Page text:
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Propeller Performance Prediction in an Artificially Generated Wake Field Using RANSE

AuthorsBaltazar, J., Schuiling, B., Rijpkema D.
Conference/Journal22nd Numerical Towing Tank Symposium (NuTTS 2019), Tomar, Portugal
Date30 Sep 2019
Marine propellers usually operate behind a ship and are subject to a non-uniform inflow field due to the ship’s boundary layer and wake system. This flow field is responsible for unsteady loads on the blades and often for the occurrence of unsteady cavitation phenomena, which are important in the analysis of shaft vibrations and pressure fluctuations. RANSE (Reynolds-Averaged Navier-Stokes Equations) solvers are becoming a widely used tool for the modelling of the unsteady flow around propellers operating behind a ship. However, RANSE solvers are also associated with large computational requirements. Mikkelsen et al. (2007) introduced a method using body-forces for the generation of the ship wake field. These body-forces were combined with RANSE for the prediction of the propeller performance without the presence of the ship hull, reducing substantially the computational cost. A similar method was implemented by Shin et al. (2011) for unsteady cavitation simulations. These results have shown the feasibility of the method for the generation of a desired ship hull wake and prediction of the blade-load variations. The aim of the present paper is to present a method for an accurate prediction of the propeller unsteady performance in an artificial wake field using RANSE in a cost-effective way. The propeller performance predictions in this artificial wake field are compared to the predictions in behind the ship. The paper is organised as follows: the major features of the numerical method are presented in Section 2; the test case and numerical set-up are described in Section 3; the numerical results are shown in Section 4; in Section 5 the main conclusions are drawn.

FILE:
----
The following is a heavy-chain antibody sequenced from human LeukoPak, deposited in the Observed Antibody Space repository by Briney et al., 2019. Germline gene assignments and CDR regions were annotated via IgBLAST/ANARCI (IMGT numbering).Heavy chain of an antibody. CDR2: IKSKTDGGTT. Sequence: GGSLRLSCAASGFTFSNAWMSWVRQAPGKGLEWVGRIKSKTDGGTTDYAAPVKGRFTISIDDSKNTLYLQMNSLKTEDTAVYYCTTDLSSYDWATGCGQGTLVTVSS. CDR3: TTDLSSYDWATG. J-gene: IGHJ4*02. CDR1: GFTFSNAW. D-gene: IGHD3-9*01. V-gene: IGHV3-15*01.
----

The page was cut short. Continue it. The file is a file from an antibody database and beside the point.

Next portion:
Contact person photo

Bart Schuiling

Senior Researcher

Douwe Rijpkema

Researcher CFD

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resistance and propulsioncfdpropeller and cavitationcfd/simulation/desk studies